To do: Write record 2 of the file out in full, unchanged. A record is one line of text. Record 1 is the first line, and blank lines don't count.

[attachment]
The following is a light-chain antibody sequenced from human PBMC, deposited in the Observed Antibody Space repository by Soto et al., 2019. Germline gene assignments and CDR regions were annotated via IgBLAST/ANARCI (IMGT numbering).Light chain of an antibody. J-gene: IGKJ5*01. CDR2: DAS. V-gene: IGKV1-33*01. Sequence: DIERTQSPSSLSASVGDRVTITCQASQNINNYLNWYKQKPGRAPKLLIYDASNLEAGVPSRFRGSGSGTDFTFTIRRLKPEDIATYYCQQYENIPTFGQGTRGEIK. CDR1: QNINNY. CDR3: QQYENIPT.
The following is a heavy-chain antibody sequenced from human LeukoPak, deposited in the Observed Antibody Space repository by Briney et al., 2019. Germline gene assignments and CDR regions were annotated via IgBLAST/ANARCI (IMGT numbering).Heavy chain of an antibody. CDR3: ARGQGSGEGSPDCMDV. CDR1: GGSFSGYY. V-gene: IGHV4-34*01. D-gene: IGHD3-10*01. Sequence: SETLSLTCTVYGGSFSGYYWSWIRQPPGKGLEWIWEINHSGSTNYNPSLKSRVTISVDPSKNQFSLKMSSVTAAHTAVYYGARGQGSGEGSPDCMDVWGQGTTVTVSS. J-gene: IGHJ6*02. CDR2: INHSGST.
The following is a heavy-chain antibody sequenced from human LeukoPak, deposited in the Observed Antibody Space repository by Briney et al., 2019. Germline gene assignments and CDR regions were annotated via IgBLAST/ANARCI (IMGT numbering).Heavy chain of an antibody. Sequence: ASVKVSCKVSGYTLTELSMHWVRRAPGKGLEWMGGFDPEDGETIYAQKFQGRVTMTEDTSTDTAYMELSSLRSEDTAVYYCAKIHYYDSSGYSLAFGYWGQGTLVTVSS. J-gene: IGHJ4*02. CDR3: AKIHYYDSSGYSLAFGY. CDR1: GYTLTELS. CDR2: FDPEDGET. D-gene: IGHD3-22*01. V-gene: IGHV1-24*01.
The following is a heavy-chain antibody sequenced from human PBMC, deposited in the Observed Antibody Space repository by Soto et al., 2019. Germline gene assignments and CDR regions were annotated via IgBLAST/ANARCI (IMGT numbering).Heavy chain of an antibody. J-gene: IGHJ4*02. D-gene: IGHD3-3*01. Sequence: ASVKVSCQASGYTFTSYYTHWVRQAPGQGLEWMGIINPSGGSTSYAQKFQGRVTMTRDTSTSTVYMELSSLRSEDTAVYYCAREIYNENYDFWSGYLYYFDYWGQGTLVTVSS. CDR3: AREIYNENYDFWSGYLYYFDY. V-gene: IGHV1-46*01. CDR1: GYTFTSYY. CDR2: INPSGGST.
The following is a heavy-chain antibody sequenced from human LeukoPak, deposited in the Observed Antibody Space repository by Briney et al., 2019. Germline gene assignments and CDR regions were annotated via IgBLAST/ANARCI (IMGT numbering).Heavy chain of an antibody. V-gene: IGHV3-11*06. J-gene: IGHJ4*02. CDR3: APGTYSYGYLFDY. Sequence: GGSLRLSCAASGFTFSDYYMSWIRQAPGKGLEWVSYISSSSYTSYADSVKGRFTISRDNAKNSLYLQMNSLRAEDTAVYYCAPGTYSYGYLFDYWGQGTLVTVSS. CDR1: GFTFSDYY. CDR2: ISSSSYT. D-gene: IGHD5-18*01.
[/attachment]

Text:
The following is a heavy-chain antibody sequenced from human LeukoPak, deposited in the Observed Antibody Space repository by Briney et al., 2019. Germline gene assignments and CDR regions were annotated via IgBLAST/ANARCI (IMGT numbering).Heavy chain of an antibody. CDR3: ARGQGSGEGSPDCMDV. CDR1: GGSFSGYY. V-gene: IGHV4-34*01. D-gene: IGHD3-10*01. Sequence: SETLSLTCTVYGGSFSGYYWSWIRQPPGKGLEWIWEINHSGSTNYNPSLKSRVTISVDPSKNQFSLKMSSVTAAHTAVYYGARGQGSGEGSPDCMDVWGQGTTVTVSS. J-gene: IGHJ6*02. CDR2: INHSGST.